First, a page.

Keeping the air quality of your home fresh and clean during the winter months can be difficult to achieve especially when there are weeks at a time of inclement weather. According to Dr. E. Neil Schacter, medical director of respiratory care at Mount Sinai Medical Center in New York: “If you live in a home with chronically poor air quality, you can experience frequent headaches, long lasting colds, and bronchitis as well as chronic asthma.”
Because poor air quality in homes can actually cause or exacerbate illness, I frequently call this “sick home syndrome”. Indoor air pollutants that are the most guilty of making the air in your home unhealthy are combustion by-products such as wood-burning stoves, fireplaces, water heaters, dryers, and stoves; solvents such as perfumes, scented products, paint, air-fresheners, glue, carpeting and cleaning products; outdoor sources such as dust and particles, radon, molds, pesticides, lead and building chemicals; pets – animal dander and other particles from pets with fur or feathers can majorly aggravate allergies and asthma in sensitive individuals. As people stay indoors more, so do pets that go outside during less inclement weather.
Recommendations for Keeping the Air in Your Home Naturally Clean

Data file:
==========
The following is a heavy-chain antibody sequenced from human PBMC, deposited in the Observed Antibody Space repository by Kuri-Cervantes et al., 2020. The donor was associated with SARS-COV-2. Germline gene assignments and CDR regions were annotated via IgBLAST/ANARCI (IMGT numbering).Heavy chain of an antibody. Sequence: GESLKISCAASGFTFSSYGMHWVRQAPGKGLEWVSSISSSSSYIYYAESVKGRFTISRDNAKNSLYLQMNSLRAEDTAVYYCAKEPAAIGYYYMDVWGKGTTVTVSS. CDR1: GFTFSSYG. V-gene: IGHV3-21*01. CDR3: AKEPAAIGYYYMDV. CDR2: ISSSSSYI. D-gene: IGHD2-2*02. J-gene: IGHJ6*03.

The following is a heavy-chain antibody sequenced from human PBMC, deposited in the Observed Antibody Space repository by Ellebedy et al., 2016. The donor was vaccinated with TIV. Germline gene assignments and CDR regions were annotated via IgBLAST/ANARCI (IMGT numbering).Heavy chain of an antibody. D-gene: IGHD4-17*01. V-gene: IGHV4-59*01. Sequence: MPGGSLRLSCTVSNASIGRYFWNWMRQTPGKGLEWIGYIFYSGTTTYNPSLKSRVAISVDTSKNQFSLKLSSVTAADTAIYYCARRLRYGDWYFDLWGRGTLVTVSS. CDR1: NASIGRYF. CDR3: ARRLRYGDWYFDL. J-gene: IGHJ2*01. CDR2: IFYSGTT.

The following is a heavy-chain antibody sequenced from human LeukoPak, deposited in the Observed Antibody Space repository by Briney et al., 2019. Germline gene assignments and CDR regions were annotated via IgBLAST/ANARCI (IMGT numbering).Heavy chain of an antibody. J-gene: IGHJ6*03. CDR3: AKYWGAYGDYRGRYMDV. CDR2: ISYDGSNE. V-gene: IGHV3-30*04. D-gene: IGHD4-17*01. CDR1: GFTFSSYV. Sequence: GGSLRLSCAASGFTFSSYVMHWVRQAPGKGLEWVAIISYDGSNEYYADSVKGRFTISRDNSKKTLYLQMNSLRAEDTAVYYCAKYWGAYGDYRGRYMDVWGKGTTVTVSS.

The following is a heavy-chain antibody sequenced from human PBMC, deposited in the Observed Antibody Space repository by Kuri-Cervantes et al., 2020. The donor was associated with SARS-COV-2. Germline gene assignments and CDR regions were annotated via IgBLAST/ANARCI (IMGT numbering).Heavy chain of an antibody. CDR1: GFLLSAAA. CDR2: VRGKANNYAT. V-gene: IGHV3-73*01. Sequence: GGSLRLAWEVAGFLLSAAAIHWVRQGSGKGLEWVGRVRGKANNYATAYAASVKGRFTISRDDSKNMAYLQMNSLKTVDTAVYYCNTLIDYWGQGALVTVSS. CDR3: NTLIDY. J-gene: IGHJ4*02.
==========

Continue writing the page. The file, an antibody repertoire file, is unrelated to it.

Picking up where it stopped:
1. Living Plants. Place living plants throughout your home is a very safe easy way to add oxygen (cleans and purifies) to the air. Examples of plants to include are several palms, like Areca, Lady, Dwarf Date, and Bamboo, as well as Rubber Plant, Dracaena, English ivy, Peace Lily, Boston fern, Aloe Vera, Snake Plant and Spider Plant. Make sure to keep the soil fresh (use organic potting soil) and the plants healthy. Plants that are pet-friendly include Aloe Vera, Yucca, Bamboo, Snake Plant, Ferns and Bromeliad. This page (PDF) has a great list of plants which are toxic to indoor pets. According to the NASA Clean Air Study, researchers suggest efficient air cleaning is accomplished with at least one plant per 100 square feet of home or office space.Other research has shown that micro-organisms in the potting mix (soil) of a potted plant remove benzene from the air, and that some plant species also contribute to removing benzene. This page provides a list of air-filtering plants and what each plant removes.